Clear Cell carcinoma of the urinary bladder, A case report: Surgical and oncological management

Bladder Cancer

Arch Ital Urol Androl. 2020 Oct 2;92(3). doi: 10.4081/aiua.2020.3.218.


INTRODUCTION: Bladder cancer is a condition characterized by a broad spectrum of histological variants and clinical courses. The morphological description of histological variants is becoming increasingly important. The 75% of cases of these cancers are classified as pure urothelial carcinoma, while the remaining 25% is represented by other histological variants. The clear cell carcinoma is part of urothelial group and is a very rare entity. Oncological outcomes of this variant are still uncertain, but seems to be worst than for patiens with pure urothelial carcinoma. Moreover it seems to metastasize more easily to the lymph nodes.

CASE REPORT: We present a case of a Caucasian 73 year old woman who, after an episode of gross hematuria, underwent an ultrasound of the urinary system, a cystoscopy and a total body computed tomography (CT) which confirmed the presence of a bladder neoformation. A transurethral resection of the bladder (TURB) was performed: the result of the histological examination was "poorly differentiated clear cell carcinoma". Given the rarity of histological characterization, we required a PET CT scan for more accurate staging, at which a suspected right pelvic lymph node was detected. We proposed a radical cystectomy with hysteroannessiectomy and extended lymphadenectomy. During the pre-hospitalization process, the patient developed anuria, with acute renal failure and bilateral hydronephrosis, which required the placement of bilateral nephrostomies; we performed the planned surgical procedure and the histological exam confirmed: high grade urothelial carcinoma with a high percentage (more than 70%) of clear cell carcinoma, with a strong local aggression and lymphnode metastates. We referred the patient to the oncologist who suggested a treatment plan within an immunotherapy based clinical trial and cisplatin.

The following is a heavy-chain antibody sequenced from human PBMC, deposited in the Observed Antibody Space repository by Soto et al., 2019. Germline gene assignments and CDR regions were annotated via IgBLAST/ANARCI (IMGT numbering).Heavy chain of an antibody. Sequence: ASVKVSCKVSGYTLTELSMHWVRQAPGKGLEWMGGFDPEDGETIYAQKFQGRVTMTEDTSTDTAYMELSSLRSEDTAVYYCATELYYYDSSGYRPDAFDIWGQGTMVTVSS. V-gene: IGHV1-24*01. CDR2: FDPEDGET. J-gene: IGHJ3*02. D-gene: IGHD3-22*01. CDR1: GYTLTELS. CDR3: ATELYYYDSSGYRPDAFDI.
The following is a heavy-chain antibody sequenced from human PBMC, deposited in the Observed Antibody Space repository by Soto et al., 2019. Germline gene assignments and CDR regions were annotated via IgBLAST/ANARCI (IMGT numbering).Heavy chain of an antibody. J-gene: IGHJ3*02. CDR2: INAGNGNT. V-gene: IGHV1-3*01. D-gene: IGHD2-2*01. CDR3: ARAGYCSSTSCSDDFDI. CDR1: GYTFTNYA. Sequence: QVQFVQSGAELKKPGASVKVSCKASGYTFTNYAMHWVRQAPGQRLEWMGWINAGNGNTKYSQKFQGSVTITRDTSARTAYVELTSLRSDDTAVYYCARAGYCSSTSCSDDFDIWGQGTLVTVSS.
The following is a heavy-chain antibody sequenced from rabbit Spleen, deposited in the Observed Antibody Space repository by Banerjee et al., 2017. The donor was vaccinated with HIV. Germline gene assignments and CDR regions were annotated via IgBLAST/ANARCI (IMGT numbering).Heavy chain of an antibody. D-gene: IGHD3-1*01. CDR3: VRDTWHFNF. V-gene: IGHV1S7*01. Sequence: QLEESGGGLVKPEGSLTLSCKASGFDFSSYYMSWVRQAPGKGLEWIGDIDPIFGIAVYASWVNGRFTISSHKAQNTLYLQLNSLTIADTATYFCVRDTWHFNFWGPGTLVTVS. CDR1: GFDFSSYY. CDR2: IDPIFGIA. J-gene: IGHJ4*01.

CONCLUSIONS: The morphological description of histological variants in bladder cancer is gaining increasing importance, especially for infiltrating and aggressive forms. The clear cell carcinoma is a very rare entity part of the urothelial group; they would seem more aggressive forms with an early lymph node involvement. This evidence is confirmed by the clinical case described, in which we have seen a large local aggression with an involvement of the lymph nodes of the right side of the pelvis

of the pre-sacral ones. In these cases, the multimodal approach is crucial.